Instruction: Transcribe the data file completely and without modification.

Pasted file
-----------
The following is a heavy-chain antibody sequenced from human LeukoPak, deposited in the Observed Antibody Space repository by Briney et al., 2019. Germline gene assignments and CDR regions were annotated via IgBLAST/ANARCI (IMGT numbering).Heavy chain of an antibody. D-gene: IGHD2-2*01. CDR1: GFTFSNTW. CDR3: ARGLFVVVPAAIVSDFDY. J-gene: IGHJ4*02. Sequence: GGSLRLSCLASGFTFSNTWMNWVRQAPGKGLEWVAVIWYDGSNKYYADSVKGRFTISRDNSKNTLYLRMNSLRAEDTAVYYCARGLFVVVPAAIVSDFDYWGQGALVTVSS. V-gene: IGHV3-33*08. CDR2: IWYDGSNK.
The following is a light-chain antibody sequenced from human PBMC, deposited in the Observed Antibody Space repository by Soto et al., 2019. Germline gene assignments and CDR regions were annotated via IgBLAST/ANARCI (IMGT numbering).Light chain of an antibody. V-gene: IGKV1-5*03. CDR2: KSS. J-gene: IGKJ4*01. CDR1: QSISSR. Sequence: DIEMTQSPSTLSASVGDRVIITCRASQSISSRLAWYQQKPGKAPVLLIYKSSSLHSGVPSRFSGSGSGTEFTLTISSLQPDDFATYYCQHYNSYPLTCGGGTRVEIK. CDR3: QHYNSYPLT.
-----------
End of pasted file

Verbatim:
The following is a heavy-chain antibody sequenced from human LeukoPak, deposited in the Observed Antibody Space repository by Briney et al., 2019. Germline gene assignments and CDR regions were annotated via IgBLAST/ANARCI (IMGT numbering).Heavy chain of an antibody. D-gene: IGHD2-2*01. CDR1: GFTFSNTW. CDR3: ARGLFVVVPAAIVSDFDY. J-gene: IGHJ4*02. Sequence: GGSLRLSCLASGFTFSNTWMNWVRQAPGKGLEWVAVIWYDGSNKYYADSVKGRFTISRDNSKNTLYLRMNSLRAEDTAVYYCARGLFVVVPAAIVSDFDYWGQGALVTVSS. V-gene: IGHV3-33*08. CDR2: IWYDGSNK.
The following is a light-chain antibody sequenced from human PBMC, deposited in the Observed Antibody Space repository by Soto et al., 2019. Germline gene assignments and CDR regions were annotated via IgBLAST/ANARCI (IMGT numbering).Light chain of an antibody. V-gene: IGKV1-5*03. CDR2: KSS. J-gene: IGKJ4*01. CDR1: QSISSR. Sequence: DIEMTQSPSTLSASVGDRVIITCRASQSISSRLAWYQQKPGKAPVLLIYKSSSLHSGVPSRFSGSGSGTEFTLTISSLQPDDFATYYCQHYNSYPLTCGGGTRVEIK. CDR3: QHYNSYPLT.